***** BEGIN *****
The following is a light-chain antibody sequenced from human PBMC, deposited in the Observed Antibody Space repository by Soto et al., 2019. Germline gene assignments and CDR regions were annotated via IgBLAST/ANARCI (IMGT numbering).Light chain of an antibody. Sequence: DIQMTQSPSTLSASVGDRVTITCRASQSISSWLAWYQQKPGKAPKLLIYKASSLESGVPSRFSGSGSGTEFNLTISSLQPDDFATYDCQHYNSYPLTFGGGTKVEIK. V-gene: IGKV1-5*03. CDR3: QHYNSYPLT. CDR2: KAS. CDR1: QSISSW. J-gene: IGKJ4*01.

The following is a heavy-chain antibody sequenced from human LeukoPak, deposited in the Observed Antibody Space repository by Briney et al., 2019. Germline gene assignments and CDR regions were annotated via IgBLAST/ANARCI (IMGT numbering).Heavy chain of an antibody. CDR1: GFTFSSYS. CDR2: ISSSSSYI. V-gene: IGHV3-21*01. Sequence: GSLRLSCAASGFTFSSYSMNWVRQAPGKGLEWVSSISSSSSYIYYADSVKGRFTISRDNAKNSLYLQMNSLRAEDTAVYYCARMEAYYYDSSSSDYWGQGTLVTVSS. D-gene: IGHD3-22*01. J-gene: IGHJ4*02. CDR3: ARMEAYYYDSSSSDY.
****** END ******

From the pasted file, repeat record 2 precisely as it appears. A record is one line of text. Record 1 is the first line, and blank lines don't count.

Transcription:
The following is a heavy-chain antibody sequenced from human LeukoPak, deposited in the Observed Antibody Space repository by Briney et al., 2019. Germline gene assignments and CDR regions were annotated via IgBLAST/ANARCI (IMGT numbering).Heavy chain of an antibody. CDR1: GFTFSSYS. CDR2: ISSSSSYI. V-gene: IGHV3-21*01. Sequence: GSLRLSCAASGFTFSSYSMNWVRQAPGKGLEWVSSISSSSSYIYYADSVKGRFTISRDNAKNSLYLQMNSLRAEDTAVYYCARMEAYYYDSSSSDYWGQGTLVTVSS. D-gene: IGHD3-22*01. J-gene: IGHJ4*02. CDR3: ARMEAYYYDSSSSDY.